When the roof caves in, what should an ethical company do?

The collapse of a garment factory in Bangladesh is forcing Western companies to rethink their operations in the South Asian nation. Ethical firms focus on the big picture.  

Ismail Ferdous/AP
Rescue work in progress at the site of a garment factory building that collapsed in Savar near Dhaka, Bangladesh, Wednesday May 8, 2013. The collapse – and a factory fire this past November – are forcing Western companies to come up with an ethical response.

In the wake of a fatal factory fire in November and a factory building collapse in April – two tragedies in Bangladesh that claimed more than 900 lives – many Western companies with factories there are taking action.

Some, like Disney, are leaving. (Disney ordered a pullout a month before the building collapse.) Others, like Wal-Mart, are staying and working to ensure more safety at facilities that produce their goods. Still others are trying to figure out what to do as they assess the damage to their reputations and the impact on their profits.

With some of the poorest-paid workers in the world, Bangladesh is a cheap place to do business. Is it better to leave until the government commits itself to safe workplaces or work within the system to improve the lot of those workers? It’s an ethical dilemma, where there is no obviously correct solution.

Faced with such a situation, what should businesspeople do?

Some time ago, I worked with a company – let’s call it Widget Inc. – that drafted a letter of intent with a prospective client and signed a contract. Due to a miscommunication in the language, the client expected a certain amount of work in a set period of time, which Widget Inc. could not provide.

Both parties looked at the contract and interpreted it to mean that the other was in the wrong. Of course, the ensuing argument did not lead anywhere. Eventually, Widget Inc. offered to subsidize the cost of a third party to get the client its requested work.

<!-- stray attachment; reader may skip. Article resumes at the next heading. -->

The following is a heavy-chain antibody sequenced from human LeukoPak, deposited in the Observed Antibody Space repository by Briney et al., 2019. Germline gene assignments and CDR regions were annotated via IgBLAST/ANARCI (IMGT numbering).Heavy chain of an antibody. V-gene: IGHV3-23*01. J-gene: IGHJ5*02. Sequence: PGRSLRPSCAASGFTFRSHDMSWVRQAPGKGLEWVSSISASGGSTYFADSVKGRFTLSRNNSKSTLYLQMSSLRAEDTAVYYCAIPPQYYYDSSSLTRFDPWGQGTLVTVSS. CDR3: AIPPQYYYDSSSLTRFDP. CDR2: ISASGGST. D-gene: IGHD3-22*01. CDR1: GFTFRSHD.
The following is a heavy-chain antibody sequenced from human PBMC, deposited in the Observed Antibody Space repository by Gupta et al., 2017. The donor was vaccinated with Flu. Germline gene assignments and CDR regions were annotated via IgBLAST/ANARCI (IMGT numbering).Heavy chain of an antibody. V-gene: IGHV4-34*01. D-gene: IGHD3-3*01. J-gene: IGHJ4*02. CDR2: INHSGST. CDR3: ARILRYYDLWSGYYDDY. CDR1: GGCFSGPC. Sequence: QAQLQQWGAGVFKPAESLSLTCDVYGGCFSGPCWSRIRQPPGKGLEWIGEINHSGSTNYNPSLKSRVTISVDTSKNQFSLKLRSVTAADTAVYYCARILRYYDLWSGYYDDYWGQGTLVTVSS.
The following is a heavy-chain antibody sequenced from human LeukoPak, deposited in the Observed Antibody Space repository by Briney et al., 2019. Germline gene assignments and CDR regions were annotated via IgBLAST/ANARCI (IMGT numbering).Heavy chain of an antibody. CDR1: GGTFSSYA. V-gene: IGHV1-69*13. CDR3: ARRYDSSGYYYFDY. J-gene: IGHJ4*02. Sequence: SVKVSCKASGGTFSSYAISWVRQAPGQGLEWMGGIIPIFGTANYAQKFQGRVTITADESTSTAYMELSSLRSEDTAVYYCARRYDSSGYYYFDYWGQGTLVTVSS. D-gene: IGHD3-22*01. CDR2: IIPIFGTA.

The lesson from this episode is the importance of looking at the big picture. In this case, the big picture was the company’s long-term relationship with the client. If clients leave with a bad taste in their mouth, no matter the reason why, your future business is affected.

The true vision of a company reflects how they treat clients when things don’t go as planned. Do they let egos get in the way of solving a problem? Do they give off the message that they value the client’s business above all else? These broad points are something to keep in mind on both sides of every relationship.

In the twin Bangladesh tragedies, the large Western companies have to focus on the big picture, in this case, letting people know they took action. Even if their Bangladesh suppliers have no connection to the disasters, the viewing public will lump their brand in with the foreign companies who do. It is in their best interest to look good in the court of public opinion, of course. But they also have to come up with an actual solution.

The solutions may vary, as Disney‘s and Wal-Mart’s divergent responses show. But their moves must demonstrate that they’re actively engaged in bettering the working environment and preventing future mishaps. 

Jeff Speight is a business development and client relationship manager at Tanglewood Wealth Management in Houston

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